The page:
Enterococci are Gram-positive elements of the gut microbiota and significant agents of opportunistic infections in animals and humans4,5. Enterococcus spp. from avian species associated with diseases include mainly Enterococcus faecalis, E. faecium, E. durans, E. hirae and E. cecorum6,7,8. The collection of Enterococcus isolates from wild birds analysed in this study, especially E. faecalis and E. faecium, are resistant to multiple antibiotics and represent different epidemic clones (e.g. CC17, CC81, CC116)9,10. The same clones have previously been found in hospitalised patients in Poland and other European countries, as well as globally in unhospitalised patients, livestock, pets, food and wastewater11,12,13. For bacteria to be pathogenic, in addition to antibiotic resistance they must also possess virulence factors14. In addition, enterococci are naturally able to acquire, accumulate, and transmit extrachromosomal elements encoding virulence traits15. Thus, wild birds may be considered a source of enterococci that are potentially pathogenic as well as resistant to antibiotics. Transmission of such enterococcal strains from wild birds to humans and animals is possible via environment, such as: water polluted with faeces, soil, dietary patterns in wild animals/birds, meat or direct contact during hunting in humans1. Taking into account migration of birds, the same etiological agent can occur in distant places.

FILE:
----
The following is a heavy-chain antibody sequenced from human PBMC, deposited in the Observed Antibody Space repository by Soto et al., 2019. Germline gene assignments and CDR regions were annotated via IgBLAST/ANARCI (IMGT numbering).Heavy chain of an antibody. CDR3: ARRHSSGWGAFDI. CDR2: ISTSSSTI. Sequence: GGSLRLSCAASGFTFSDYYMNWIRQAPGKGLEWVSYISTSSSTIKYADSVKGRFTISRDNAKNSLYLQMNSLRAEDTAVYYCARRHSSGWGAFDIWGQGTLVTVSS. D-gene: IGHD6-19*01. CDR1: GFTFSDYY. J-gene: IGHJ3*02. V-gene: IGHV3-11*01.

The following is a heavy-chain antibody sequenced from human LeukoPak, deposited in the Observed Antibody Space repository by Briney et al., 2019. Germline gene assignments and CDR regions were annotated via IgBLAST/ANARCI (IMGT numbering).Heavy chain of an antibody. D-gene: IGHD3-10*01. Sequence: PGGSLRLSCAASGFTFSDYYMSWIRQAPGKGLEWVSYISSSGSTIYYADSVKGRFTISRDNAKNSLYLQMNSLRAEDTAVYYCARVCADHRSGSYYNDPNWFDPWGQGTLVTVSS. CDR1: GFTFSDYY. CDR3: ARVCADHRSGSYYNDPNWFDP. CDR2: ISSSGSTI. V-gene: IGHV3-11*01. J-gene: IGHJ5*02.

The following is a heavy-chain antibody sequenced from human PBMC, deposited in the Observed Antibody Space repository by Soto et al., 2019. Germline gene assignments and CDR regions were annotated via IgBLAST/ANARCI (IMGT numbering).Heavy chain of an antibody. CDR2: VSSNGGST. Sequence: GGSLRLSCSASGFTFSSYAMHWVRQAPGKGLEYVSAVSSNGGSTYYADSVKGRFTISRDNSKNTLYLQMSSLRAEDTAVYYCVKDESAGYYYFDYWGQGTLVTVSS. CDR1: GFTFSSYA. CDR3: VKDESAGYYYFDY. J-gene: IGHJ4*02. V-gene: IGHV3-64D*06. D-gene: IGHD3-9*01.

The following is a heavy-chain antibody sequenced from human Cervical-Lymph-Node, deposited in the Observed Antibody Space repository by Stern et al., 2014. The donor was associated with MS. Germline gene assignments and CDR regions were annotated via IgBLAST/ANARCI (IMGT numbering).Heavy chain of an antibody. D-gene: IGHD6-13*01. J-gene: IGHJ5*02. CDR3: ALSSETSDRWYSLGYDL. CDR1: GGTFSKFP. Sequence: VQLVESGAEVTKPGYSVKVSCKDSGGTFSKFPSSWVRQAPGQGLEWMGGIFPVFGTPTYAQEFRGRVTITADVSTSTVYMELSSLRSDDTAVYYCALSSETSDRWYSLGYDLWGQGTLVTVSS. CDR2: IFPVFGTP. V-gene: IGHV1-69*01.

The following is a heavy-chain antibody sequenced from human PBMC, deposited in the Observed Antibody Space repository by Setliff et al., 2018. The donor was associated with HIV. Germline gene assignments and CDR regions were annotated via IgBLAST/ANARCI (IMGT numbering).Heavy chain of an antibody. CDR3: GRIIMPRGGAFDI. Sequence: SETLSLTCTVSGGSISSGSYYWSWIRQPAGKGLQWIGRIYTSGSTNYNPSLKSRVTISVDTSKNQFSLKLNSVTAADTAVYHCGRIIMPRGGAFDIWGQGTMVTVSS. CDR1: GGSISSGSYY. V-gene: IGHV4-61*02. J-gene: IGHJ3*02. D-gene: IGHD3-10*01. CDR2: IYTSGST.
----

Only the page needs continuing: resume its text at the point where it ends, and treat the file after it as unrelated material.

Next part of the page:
Monitoring faecal Enterococcus spp. as indicator bacteria in different populations, including wild birds makes it feasible to compare the prevalence of virulence in determined STs/CC and to detect the transfer of potentially pathogenic strains from animals to humans and vice versa. However, a few reports of the prevalence of virulence factors in antibiotic resistant enterococci from wild animals have been published16,17,18,19.